My Surprising Experiment With Peer-to-Peer Lending

Marc Lichtenfeld
by Marc Lichtenfeld, Chief Income Strategist, The Oxford Club
peer to peer income investing 0

Editor’s Note: This piece originally ran in February in our sister publication, Wealthy Retirement. You can go here to subscribe if you haven't already. It's free.

Last year, I wrote an article in The Oxford Income Letter that resulted in a flood of emails and questions - and those emails are still coming in today.

People are hearing more about peer-to-peer lending and are curious about whether they should get in on the action.

It’s not surprising, considering that you can make 6% or more lending money to individual borrowers.

But don’t worry, you don’t have to become a loan shark. There’s a way to “put money on the street” without hiring a goon to be your enforcer...

There are several internet platforms where you can deposit money and select which borrowers you’d like to lend to.

You don’t get personal information about the borrower. Rather, you’ll see something that looks like this...

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This listing is from Prosper, one of the largest peer-to-peer lending sites. The borrower from North Carolina is seeking an $8,000 loan for debt consolidation.

The nice thing about peer-to-peer lending sites is that they allow a group of people to lend money to a borrower. One individual doesn’t have to come up with $8,000.

This was a loan I funded, along with many other people, with just $25.

Prosper rates this borrower “AA,” its highest rating. It takes into account the borrower’s credit score, income and other information that any other lender would consider. As the actual lenders, however, we don’t see all of that detailed information, just a range.

You can see that this borrower’s FICO score is 680-699, their income is between $75,000 and $99,999, and other details that will help you decide if you want to lend to them.

Prosper and the other peer-to-peer platforms rate their borrowers according to these variables. The higher the rating, the lower interest rate they will pay.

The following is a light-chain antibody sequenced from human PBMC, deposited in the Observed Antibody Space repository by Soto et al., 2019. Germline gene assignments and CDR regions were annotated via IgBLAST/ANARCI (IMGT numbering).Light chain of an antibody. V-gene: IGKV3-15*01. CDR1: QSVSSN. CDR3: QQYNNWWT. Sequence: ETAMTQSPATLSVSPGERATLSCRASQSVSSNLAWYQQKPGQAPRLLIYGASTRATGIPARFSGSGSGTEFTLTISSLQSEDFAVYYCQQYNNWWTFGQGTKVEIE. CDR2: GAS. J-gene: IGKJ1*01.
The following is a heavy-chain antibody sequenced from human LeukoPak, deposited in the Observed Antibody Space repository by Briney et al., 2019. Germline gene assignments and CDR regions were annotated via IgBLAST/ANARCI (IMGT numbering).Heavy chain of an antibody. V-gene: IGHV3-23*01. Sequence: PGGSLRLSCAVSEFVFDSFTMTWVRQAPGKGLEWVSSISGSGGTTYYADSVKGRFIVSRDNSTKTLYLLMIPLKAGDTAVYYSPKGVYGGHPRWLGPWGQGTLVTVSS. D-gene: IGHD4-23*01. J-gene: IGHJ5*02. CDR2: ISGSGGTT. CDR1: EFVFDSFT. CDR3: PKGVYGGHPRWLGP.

In this case, the borrower has Prosper’s highest rating and is paying about 6%. Someone with the lowest rating may pay as much as 35% per year.

For the lender, 35% may be very attractive, but the risk of default is much higher.

Will I Get My Money Back?

Like any loan you’d make to a friend or brother-in-law, you get your money back only if they repay the loan. Peer-to-peer platforms generally don’t do a good job of retrieving your money if the borrower stops paying.

They’ll send it into collections and try to recover your money, but good luck. You’ll probably never see it again.

That being said, a default here hurts the borrower’s credit rating like any other default.

As with other loans, each month, the borrower pays back interest and principal. He sends in one payment, and Prosper divvies up the funds among the lenders.

I funded the listing above in October with $25. So far, I’ve been paid back $2.57.

I’ve had two types of experiences with Prosper.

Between 2006 and 2008, I funded 19 loans. Because that period was in the middle of the financial crisis, five loans defaulted, four of which were discharged in bankruptcy.

Due to the defaults, and after collecting interest on all the loans, I essentially broke even over those few years.

As part of an experiment for The Oxford Income Letter, I reopened my account with $500 in September. I have made 21 loans of $25 each (the last loan was made with interest that I earned). So far, so good. None have defaulted or are late, but it’s been only a short period of time.

In the five months the account has been open, I’ve earned 12% on my money, which is great. But I am expecting a few defaults to lower the total.

Of my 21 loans, 15 are rated A or AA - the highest and most conservative ratings. The others are very low rated and have huge interest rates. These will help me try to juice the returns - but again, the likelihood of default is much higher.

Other peer-to-peer lenders include Lending ClubUpstart and Funding Circle. There are also services, like LendingRobot (which I use), that automatically select loans for you based on your risk parameters and objectives.

Peer-to-peer lending is a fun way to generate some strong yields. But be careful, and remember that the higher the yield, the higher the risk.

If you’ve done peer-to-peer lending, let me know how it went by leaving a comment.

Good investing,


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- Samuel Taube with Marc Lichtenfeld

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